Rise in profits keeps picture rosy for CBQ

Commercial Bank of Qatar said third quarter profit jumped 8.6 per cent to 552.1 million riyals as fee and income commission increased.

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Commercial Bank of Qatar (CBQ) rose to its highest in more than a month after the country's second-biggest lender said third-quarter profit rose 8.6 per cent as fee and income commission increased.

Net income rose to 552.1 million rials in the quarter, compared with 508.2m rials in the same period a year earlier, the bank said in a statement to the Qatar Exchange yesterday. A consensus of analysts forecast a profit of 480.5m rials.

Third-quarter net fee and commission income rose to 164m rials from 122.7m rials. Net interest income rose to 466.3m rials from 448.2m rials. CBQ shares rose 1.2 per cent to 82 rials yesterday, their highest since September 11.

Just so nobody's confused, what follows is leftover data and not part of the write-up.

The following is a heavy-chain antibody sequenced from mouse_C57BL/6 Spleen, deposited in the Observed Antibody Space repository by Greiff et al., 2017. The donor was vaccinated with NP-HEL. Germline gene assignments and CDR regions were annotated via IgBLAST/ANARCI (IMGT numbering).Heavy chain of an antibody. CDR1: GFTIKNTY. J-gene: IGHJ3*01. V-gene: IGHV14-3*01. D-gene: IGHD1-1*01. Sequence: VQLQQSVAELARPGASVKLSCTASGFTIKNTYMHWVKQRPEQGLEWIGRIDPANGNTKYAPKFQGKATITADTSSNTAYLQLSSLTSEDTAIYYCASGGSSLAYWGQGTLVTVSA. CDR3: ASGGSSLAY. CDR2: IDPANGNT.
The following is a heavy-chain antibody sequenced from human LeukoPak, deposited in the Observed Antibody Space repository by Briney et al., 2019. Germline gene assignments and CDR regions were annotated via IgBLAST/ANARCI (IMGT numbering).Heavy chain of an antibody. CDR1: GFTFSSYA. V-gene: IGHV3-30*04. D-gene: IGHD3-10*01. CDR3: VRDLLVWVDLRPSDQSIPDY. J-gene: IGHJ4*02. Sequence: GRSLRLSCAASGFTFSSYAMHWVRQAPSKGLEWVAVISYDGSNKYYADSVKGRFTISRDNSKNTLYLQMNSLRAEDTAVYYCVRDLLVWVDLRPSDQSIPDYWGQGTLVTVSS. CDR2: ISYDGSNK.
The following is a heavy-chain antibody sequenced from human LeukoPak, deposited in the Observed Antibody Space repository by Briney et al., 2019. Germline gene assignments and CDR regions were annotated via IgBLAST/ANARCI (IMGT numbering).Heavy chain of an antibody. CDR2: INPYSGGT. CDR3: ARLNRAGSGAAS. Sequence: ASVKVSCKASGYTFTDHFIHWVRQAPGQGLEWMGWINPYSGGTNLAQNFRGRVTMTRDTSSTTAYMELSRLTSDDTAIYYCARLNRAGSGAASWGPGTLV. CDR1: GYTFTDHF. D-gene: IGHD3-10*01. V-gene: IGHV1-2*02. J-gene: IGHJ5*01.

"Qatar's bank earnings have been relatively pleasing overall," said Raj Madha, an analyst at Rasmala Investment Bank in Dubai. "There wasn't much problem with the growth number, no real deterioration in asset quality and revenue seems to be on track."

Qatar, the world's biggest exporter of liquefied natural gas, forecasts its economy may expand by about 16 per cent this year, helped by fuel exports. The IMF forecasts growth of about 19 per cent, making Qatar's the world's fastest-growing economy for a second year.

The country, which is hosting the 2022 Fifa World Cup, promised to more than double hotel and apartment rooms to 84,000 and build a US$25 billion rail and metro network before the tournament. In August, the central bank reduced its overnight lending rate and repurchase rate to 4.5 per cent from 5 per cent to boost spending on infrastructure and property projects.

Last week, Qatar National Bank, the country's largest lender, said net profit rose 31 per cent to 1.9bn rials, beating analyst estimates of 1.8bn rials. Doha Bank reported a 10 per cent increase in third-quarter profit to 308m rials.

Joe Kawkabani, the chief investment officer for equities at Franklin Templeton Investment, said he was "bullish" on Qatar's market and overweight across all the Middle East and North Africa funds at Templeton.